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Exodus 32:20 Moses Made the Children of Israel Drink

Posted by adventbiblestudy on November 30, 2012


Study methods explained. Bible stories, studies with links between Old and New Testament texts.

Learning about prophecies fulfilled shows how to understand all scripture.

Sometimes God puts us in a position to learn a spiritual lesson without us realizing it at the time. Years ago I used to custom paint cars. Red was always a popular color. In an attempt to separate ourselves from the norm, we typically avoided red. We decided to paint our cabinets one uniform color and chose a fire engine red. Went to the store to order the paint and I asked how much it was. Turned out that color was four times the normal cost. I asked why. The guy mixing the colors told us red was so expensive because of the gold in the paint. It seems when gold is dissolved in a thinner, it turns red.

Sometimes we put ourselves in a position for God to use symbols to teach a spiritual lesson. We see this in all the stories about Israel’s journey to the promised land. Out of all the stories, I think this one may have the most significant spiritual lesson, which may be the most difficult to explain. That is usually due to the fact each lesson has a way of touching everyone in such a deep personal manner.

I just cannot seem to figure out this story in Exodus chapter 32. When the people saw how long it was taking Moses to come down from the mountain, they gathered around Aaron. “Come on,” they said, “make us some gods who can lead us. We don’t know what happened to this fellow Moses, who brought us here from the land of Egypt.” (Exodus 32:1 NLTse). It seems to me they should have learned at least some of the spiritual lessons God was teaching them over the previous months. Didn’t they learn anything from all those miracles and plagues in Egypt? Didn’t crossing the Red Sea teach them anything? What about the daily image of God in the pillar of fire by night and a cloud during the day? What about the manna and water from a rock? I can’t imaging seeing all of those miracles and still doubting God.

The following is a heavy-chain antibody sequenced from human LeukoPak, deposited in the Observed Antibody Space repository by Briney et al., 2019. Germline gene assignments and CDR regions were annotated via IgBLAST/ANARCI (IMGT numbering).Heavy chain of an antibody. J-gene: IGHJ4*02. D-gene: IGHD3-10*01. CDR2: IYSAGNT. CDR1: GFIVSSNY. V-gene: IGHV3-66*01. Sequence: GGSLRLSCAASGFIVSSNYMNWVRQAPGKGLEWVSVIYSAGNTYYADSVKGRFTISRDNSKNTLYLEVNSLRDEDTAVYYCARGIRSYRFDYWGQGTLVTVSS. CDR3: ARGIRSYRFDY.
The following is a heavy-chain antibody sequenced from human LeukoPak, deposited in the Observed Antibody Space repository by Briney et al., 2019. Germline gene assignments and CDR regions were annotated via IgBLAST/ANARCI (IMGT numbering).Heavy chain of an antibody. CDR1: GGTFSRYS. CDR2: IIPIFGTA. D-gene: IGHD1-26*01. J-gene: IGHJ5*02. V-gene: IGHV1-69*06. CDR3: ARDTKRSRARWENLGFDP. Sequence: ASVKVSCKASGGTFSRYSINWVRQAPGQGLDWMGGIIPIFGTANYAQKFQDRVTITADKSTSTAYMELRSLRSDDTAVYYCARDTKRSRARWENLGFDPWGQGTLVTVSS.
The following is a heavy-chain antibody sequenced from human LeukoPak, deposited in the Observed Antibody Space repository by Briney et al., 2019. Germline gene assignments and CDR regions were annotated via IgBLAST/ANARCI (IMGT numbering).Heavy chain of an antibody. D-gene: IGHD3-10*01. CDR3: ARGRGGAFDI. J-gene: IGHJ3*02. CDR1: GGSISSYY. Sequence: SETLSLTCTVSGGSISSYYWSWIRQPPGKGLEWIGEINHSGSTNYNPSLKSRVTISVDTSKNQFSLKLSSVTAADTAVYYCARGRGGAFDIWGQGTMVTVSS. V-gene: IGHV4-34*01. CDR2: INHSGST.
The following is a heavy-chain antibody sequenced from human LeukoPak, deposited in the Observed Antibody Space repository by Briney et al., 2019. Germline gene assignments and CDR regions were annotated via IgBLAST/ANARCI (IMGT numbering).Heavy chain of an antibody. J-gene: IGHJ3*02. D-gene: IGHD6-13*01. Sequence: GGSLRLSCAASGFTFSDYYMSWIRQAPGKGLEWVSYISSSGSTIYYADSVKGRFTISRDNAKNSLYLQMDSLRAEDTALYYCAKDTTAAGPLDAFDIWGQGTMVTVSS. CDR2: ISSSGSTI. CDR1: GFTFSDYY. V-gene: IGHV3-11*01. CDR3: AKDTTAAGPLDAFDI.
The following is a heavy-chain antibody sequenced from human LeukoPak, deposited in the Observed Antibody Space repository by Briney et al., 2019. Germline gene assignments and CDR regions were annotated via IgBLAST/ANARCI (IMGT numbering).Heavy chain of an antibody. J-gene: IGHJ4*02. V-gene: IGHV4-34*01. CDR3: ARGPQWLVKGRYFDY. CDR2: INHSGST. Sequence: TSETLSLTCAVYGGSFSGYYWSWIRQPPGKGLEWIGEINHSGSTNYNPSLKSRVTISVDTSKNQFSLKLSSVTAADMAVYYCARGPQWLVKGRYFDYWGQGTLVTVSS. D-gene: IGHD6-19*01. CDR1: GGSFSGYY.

Then one day God calls everyone to His mountain and speaks with them. He gives them His simple ten commandments and tells them He called them out of Egypt to make them a kingdom of priests. That included everyone, Israelites, Egyptians, the whole mixed multitude. What did they do? They turned down God’s offer. They told Moses they wanted him to talk to God, then come and tell them what God had to say. I think there is another personal spiritual lesson locked away inside of Israel’s decision. God shows them all these signs and wonders, tells them His plans and they respond by telling God, they had a better idea. Do we still do that? The earth suffers for the sins of its people, for they have twisted God’s instructions, violated his laws, and broken his everlasting covenant. (Isaiah 24:5 NLTse).

There must be something in the sequence God followed. Let’s look at the Biblical account of this sequence.

Gods calls Israel to His mountain. After He announces the ten commandments in His own voice Israel thinks it over. And they said to Moses, “You speak to us, and we will listen. But don’t let God speak directly to us, or we will die!” (Exodus 20:19 NLTse).

Moses received other aspects of the law from God which he writes in a book. Then he took the Book of the Covenant and read it aloud to the people. Again they all responded, “We will do everything the LORD has commanded. We will obey.” (Exodus 24:7 NLTse).

Then Moses climbed up the mountain, and the cloud covered it. And the glory of the LORD settled down on Mount Sinai, and the cloud covered it for six days. On the seventh day the LORD called to Moses from inside the cloud. To the Israelites at the foot of the mountain, the glory of the LORD appeared at the summit like a consuming fire. Then Moses disappeared into the cloud as he climbed higher up the mountain. He remained on the mountain forty days and forty nights. (Exodus 24:15-18 NLTse).